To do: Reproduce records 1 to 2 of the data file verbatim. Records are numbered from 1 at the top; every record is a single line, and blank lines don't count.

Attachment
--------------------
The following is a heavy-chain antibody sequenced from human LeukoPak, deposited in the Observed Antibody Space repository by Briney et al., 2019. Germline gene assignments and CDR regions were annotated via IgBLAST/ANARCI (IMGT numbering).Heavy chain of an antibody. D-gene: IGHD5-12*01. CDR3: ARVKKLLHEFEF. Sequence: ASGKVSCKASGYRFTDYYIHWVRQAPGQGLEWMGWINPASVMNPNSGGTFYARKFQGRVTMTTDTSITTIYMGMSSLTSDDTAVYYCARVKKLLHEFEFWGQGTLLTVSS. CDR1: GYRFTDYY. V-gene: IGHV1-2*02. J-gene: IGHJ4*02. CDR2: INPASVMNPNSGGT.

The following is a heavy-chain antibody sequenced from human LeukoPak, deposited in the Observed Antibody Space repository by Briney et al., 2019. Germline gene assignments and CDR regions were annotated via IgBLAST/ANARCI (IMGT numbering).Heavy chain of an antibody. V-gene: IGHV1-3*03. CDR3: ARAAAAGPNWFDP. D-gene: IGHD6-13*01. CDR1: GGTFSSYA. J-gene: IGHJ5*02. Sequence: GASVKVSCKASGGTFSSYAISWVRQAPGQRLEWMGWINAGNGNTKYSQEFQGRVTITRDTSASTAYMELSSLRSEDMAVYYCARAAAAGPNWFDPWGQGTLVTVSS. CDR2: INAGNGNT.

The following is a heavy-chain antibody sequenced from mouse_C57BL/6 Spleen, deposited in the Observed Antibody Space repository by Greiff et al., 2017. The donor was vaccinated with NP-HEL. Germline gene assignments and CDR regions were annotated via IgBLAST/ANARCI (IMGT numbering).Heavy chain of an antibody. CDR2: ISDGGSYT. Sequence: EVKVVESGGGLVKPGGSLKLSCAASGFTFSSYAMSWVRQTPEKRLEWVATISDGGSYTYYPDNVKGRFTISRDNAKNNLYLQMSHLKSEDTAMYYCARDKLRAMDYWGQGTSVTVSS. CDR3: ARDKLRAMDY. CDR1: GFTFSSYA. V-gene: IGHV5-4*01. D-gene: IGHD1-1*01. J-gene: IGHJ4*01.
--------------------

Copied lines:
The following is a heavy-chain antibody sequenced from human LeukoPak, deposited in the Observed Antibody Space repository by Briney et al., 2019. Germline gene assignments and CDR regions were annotated via IgBLAST/ANARCI (IMGT numbering).Heavy chain of an antibody. D-gene: IGHD5-12*01. CDR3: ARVKKLLHEFEF. Sequence: ASGKVSCKASGYRFTDYYIHWVRQAPGQGLEWMGWINPASVMNPNSGGTFYARKFQGRVTMTTDTSITTIYMGMSSLTSDDTAVYYCARVKKLLHEFEFWGQGTLLTVSS. CDR1: GYRFTDYY. V-gene: IGHV1-2*02. J-gene: IGHJ4*02. CDR2: INPASVMNPNSGGT.

The following is a heavy-chain antibody sequenced from human LeukoPak, deposited in the Observed Antibody Space repository by Briney et al., 2019. Germline gene assignments and CDR regions were annotated via IgBLAST/ANARCI (IMGT numbering).Heavy chain of an antibody. V-gene: IGHV1-3*03. CDR3: ARAAAAGPNWFDP. D-gene: IGHD6-13*01. CDR1: GGTFSSYA. J-gene: IGHJ5*02. Sequence: GASVKVSCKASGGTFSSYAISWVRQAPGQRLEWMGWINAGNGNTKYSQEFQGRVTITRDTSASTAYMELSSLRSEDMAVYYCARAAAAGPNWFDPWGQGTLVTVSS. CDR2: INAGNGNT.